Since 2018, rural viewers have been able to access Sky News free-to-air on either WIN or now Southern Cross Austereo. This might raise the spectre of a US-style political division, with rural Australians treated to a very different set of “facts” and opinions. But there, too, the audiences are only modest. According to figures provided at my request, Sky News on WIN reaches an average of 136,000 unique prime-time viewers across all regional markets in Australia each weekday.
After two weeks of watching Sky News, I am not surprised by those figures. I wasn’t so much provoked as bored.
The Sky News after dark format consists of a series of half-hour slots hosted by Bolt, Credlin and the others, in which they speak direct to the camera. Often the hosts interview each other: Credlin interviews Alan Jones; Jones interviews Credlin. All of them draw regularly on the wider stable of News Corp journalists.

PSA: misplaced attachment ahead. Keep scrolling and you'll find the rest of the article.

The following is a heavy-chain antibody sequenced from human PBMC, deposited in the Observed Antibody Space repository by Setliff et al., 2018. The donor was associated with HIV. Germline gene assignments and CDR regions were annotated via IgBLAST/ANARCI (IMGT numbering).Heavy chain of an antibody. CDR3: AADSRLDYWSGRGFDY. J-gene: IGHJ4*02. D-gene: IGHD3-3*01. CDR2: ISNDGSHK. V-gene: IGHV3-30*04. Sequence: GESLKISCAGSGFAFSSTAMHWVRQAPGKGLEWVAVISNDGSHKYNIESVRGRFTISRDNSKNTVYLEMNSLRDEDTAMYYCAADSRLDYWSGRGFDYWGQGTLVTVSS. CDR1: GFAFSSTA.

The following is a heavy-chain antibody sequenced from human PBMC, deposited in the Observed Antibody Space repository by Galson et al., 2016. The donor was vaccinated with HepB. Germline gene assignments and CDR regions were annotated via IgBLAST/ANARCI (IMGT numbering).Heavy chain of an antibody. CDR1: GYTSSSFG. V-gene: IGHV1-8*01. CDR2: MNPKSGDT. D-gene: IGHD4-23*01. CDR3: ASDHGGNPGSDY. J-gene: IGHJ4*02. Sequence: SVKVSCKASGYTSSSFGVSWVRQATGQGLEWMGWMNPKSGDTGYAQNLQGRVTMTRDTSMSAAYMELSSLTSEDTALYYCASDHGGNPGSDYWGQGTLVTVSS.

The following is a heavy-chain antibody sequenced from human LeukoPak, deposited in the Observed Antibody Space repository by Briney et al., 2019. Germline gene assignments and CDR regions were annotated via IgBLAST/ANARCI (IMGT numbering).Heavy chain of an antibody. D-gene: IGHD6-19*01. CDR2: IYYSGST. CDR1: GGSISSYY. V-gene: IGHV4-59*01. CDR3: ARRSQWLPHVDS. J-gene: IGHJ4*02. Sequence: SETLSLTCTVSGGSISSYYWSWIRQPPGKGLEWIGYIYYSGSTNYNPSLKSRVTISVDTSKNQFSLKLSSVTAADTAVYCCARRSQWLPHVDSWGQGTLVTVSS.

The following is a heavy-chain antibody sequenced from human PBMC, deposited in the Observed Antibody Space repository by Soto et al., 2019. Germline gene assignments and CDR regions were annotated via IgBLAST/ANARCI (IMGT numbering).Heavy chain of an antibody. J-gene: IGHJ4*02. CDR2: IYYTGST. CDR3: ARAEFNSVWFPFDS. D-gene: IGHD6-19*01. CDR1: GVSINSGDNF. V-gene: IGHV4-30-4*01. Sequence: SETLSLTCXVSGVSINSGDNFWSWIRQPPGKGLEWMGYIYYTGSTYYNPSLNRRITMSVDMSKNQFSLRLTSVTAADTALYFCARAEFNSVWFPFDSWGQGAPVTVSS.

At other times, we see split-screen “interviews” — more like mutual bolstering — with “experts” and other invited guests. Jones, for example, says that all he does is present scientific evidence on Covid. But any scientific consensus is regarded with suspicion on Sky News — sometimes even taken as evidence of conspiracy. Jones likes the outliers.
Last week he interviewed Ramesh Thakur, introducing him, with a flourish, as emeritus professor at the Crawford School of Public Policy at the Australian National University. Thakur was talking about the stupidity of lockdowns — views he has also aired on other media outlets, including the ABC. But neither he nor Jones mentioned that Thakur is an expert, not in public health, epidemiology or even civil liberties, but in nuclear disarmament and international security.